Page:Popular Science Monthly Volume 4.djvu/266

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THE POPULAR SCIENCE MONTHLY.

pauper whom the investigator has never known, nothing can be learned. It is otherwise with dogs, where the brain and the mind of the same individual are at our disposal. It is worthy of remark that Dr. Wilder is no believer in the localization of faculties in different portions of the brain, and is inclined rather to think that a cerebral hemisphere acts as a unit either singly or with its fellow.

 

Relics of Man in the Miocene.—In our June number appeared a note by Sir John Lubbock about the discovery, near the Dardanelles, of an engraved fossil bone, dating from Miocene times, and supposed to furnish evidence of man's existence at a very early geological period. A paper was presented to the American Association, at its late meeting, by Mr. George Washburn, of Constantinople, wherein reasons were given for questioning the value of these remains as evidence of the high antiquity of man. The fragment of mastodon-bone, so called, is described by Mr. Washburn as having 50 marks, more than half of which are grouped in the centre. Taken individually, they are peculiar and puzzling; but, taken together, they can hardly represent the figure of an animal, or show any evidence of design. They may have been produced by worms when the bone was soft. The smooth upper surface of the stratum of limestone on which the bone was found is covered with exactly similar marks, many groups of which make more striking pictures than those found on the bone. One specimen in particular is so marked that a vivid imagination might distinguish the picture of a wildboar with a spear in his side, with the Greek letter n most clearly cut by the side of it. As for the split bones found in the same stratum, and the flint fragments, the author satisfactorily accounts for the shapes assumed by these, without supposing the intervention of man.

 

The Octopus and its Prey.—Mr. Henry Lee, of the Brighton (England) Zoological Gardens, wishing to view the seizure of a crab by an octopus, recently fastened one to a string and had it lowered into the aquarium close to the glass, while he watched the operation in front. The crab had hardly descended to the depth of two feet when an octopus shot out like a rocket from one side of the tank, opened its membranous umbrella, shut up the crab in it, and darted back to its hiding-place. As the animal could not be well observed in this situation, the attempt was made to pull the bait away from him, so as to draw him out of his retreat. But, as soon as the octopus felt the pull, he took a firm grasp of the rock with all the suckers of seven of his arms, and, stretching the eighth aloft, coiled it round the tautened line. Noticing several jerks on the string, Mr. Lee told his assistant not to use too much force. But the man assured him that the jerking was done by the octopus, and that the creature would soon break the line if he did not let it go. "Hold on, then, and let him break it," said Mr. Lee. In three tugs more the line broke, though it was pretty strong twine.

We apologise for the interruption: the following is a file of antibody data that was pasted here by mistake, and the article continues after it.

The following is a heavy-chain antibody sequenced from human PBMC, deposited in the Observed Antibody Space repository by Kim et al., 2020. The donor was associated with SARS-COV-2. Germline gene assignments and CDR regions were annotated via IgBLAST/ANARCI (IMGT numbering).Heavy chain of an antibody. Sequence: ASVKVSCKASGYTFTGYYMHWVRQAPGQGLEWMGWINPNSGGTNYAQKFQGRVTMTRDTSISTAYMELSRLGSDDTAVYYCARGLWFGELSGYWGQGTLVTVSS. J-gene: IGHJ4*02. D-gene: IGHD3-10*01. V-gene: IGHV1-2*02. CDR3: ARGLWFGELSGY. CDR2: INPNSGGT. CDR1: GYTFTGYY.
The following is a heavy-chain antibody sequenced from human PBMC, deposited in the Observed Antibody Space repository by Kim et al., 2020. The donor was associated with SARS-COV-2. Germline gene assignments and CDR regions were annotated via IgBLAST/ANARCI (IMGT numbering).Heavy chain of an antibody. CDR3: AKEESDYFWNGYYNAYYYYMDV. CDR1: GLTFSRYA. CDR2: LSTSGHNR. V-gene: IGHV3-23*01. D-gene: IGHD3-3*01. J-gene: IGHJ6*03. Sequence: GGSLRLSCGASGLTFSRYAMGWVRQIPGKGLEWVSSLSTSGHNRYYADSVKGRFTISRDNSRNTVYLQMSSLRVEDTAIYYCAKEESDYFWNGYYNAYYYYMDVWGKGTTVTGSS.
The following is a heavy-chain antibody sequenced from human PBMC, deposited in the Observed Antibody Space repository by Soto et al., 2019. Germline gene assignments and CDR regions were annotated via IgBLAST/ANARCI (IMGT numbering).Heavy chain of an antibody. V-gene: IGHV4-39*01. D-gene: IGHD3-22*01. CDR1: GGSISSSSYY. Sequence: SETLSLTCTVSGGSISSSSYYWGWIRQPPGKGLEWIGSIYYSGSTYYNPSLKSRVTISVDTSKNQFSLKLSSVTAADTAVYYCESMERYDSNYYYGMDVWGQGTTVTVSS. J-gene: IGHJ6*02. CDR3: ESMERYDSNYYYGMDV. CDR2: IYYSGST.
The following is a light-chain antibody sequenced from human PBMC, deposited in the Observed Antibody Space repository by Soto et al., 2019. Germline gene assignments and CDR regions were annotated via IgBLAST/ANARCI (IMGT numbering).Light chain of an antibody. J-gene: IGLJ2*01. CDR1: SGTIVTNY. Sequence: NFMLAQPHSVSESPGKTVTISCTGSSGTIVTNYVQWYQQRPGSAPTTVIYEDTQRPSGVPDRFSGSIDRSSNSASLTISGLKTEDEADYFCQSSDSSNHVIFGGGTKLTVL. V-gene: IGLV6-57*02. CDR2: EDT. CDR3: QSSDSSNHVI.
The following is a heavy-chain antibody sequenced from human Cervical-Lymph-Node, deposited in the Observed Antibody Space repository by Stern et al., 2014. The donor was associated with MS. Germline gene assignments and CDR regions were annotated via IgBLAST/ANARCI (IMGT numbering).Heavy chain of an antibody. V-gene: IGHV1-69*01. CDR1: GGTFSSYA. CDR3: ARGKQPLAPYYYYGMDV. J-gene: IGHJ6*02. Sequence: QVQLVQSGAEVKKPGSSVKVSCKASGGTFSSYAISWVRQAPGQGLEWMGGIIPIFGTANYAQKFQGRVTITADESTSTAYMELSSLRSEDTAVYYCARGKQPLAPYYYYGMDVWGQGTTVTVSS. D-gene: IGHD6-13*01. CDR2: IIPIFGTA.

But Mr. Lee's object was to study particularly the animal's mode of seizing and disposing of its prey. Accordingly, a second crab was so fastened that the string could be withdrawn if desired, and was lowered near to the great male octopus. The crab was seized precisely as the observer desired, viz., caught between the octopus and the glass plate. In an instant the prey was completely pinioned. Not a movement, not a struggle was visible or possible—each leg, each claw, was grasped all over by suckers, enfolded in them, stretched out to its full extent by them. The back of the carapace was covered all over with the tenacious vacuum-disks, brought together by the adaptable contraction of the limb, and ranged in close order, shoulder to shoulder, touching each other; while, between others which dragged the abdominal plates toward the mouth, the black tip of the hard, horny beak was seen for a single instant protruding from the circular orifice of the radiation of the arms, and the next had crunched through the shell, and was buried deep in the flesh of the victim. The action of an octopus when seizing its prey for its necessary food is very like that of a cat pouncing on a mouse, and holding it down beneath its paws. The movement is as sudden, the scuffle as brief, and the escape of the victim even less probable. "The fate of the crab," adds Mr. Lee, "is not really more